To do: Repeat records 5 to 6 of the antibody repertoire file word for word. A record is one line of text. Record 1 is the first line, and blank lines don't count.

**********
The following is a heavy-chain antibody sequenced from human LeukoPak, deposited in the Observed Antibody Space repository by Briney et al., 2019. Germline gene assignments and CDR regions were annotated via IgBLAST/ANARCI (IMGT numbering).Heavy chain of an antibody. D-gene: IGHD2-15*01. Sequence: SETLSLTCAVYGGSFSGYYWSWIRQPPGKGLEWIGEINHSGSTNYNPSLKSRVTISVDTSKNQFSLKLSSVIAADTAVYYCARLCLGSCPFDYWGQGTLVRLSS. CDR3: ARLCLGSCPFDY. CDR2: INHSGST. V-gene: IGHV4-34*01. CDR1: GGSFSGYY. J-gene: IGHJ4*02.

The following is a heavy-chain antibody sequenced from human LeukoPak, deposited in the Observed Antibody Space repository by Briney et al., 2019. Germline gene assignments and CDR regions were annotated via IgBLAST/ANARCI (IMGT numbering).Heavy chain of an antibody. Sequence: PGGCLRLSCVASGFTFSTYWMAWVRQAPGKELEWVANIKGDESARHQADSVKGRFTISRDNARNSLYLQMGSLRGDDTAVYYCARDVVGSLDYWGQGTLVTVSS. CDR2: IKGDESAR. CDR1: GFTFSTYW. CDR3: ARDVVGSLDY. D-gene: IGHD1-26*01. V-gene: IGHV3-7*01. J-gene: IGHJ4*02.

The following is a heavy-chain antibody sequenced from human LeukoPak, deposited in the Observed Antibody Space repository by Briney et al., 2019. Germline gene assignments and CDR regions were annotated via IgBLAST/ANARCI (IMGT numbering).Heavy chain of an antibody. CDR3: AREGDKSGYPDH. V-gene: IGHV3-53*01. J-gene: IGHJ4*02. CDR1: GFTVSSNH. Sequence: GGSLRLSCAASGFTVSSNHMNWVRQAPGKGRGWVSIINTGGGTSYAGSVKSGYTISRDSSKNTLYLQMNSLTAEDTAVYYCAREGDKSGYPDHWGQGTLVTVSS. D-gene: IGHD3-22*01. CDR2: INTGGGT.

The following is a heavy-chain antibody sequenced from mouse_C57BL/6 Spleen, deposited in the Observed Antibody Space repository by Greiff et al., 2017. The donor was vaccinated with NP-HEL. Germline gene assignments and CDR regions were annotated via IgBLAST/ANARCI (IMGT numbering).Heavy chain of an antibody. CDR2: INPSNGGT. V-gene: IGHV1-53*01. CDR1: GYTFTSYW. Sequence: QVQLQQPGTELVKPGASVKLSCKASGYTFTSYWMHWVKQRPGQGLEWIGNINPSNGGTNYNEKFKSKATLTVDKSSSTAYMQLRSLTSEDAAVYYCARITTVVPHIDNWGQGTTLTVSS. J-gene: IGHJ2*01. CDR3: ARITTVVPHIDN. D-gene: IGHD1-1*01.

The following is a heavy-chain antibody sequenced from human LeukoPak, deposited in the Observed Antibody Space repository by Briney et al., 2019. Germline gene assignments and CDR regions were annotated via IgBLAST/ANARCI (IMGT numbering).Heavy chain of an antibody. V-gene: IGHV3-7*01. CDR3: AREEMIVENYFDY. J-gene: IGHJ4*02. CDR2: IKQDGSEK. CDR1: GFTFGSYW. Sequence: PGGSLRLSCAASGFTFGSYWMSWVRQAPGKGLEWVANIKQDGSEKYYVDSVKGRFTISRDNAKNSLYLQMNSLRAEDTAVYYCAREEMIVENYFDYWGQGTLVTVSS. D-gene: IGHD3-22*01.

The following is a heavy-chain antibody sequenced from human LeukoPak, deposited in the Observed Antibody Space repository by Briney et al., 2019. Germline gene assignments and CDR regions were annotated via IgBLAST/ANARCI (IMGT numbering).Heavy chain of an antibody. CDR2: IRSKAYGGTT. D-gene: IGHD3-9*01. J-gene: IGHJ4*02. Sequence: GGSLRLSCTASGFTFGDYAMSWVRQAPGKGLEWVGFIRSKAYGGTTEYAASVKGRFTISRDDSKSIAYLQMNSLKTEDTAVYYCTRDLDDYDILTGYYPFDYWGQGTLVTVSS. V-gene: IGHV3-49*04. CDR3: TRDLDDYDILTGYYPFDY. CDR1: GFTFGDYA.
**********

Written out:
The following is a heavy-chain antibody sequenced from human LeukoPak, deposited in the Observed Antibody Space repository by Briney et al., 2019. Germline gene assignments and CDR regions were annotated via IgBLAST/ANARCI (IMGT numbering).Heavy chain of an antibody. V-gene: IGHV3-7*01. CDR3: AREEMIVENYFDY. J-gene: IGHJ4*02. CDR2: IKQDGSEK. CDR1: GFTFGSYW. Sequence: PGGSLRLSCAASGFTFGSYWMSWVRQAPGKGLEWVANIKQDGSEKYYVDSVKGRFTISRDNAKNSLYLQMNSLRAEDTAVYYCAREEMIVENYFDYWGQGTLVTVSS. D-gene: IGHD3-22*01.

The following is a heavy-chain antibody sequenced from human LeukoPak, deposited in the Observed Antibody Space repository by Briney et al., 2019. Germline gene assignments and CDR regions were annotated via IgBLAST/ANARCI (IMGT numbering).Heavy chain of an antibody. CDR2: IRSKAYGGTT. D-gene: IGHD3-9*01. J-gene: IGHJ4*02. Sequence: GGSLRLSCTASGFTFGDYAMSWVRQAPGKGLEWVGFIRSKAYGGTTEYAASVKGRFTISRDDSKSIAYLQMNSLKTEDTAVYYCTRDLDDYDILTGYYPFDYWGQGTLVTVSS. V-gene: IGHV3-49*04. CDR3: TRDLDDYDILTGYYPFDY. CDR1: GFTFGDYA.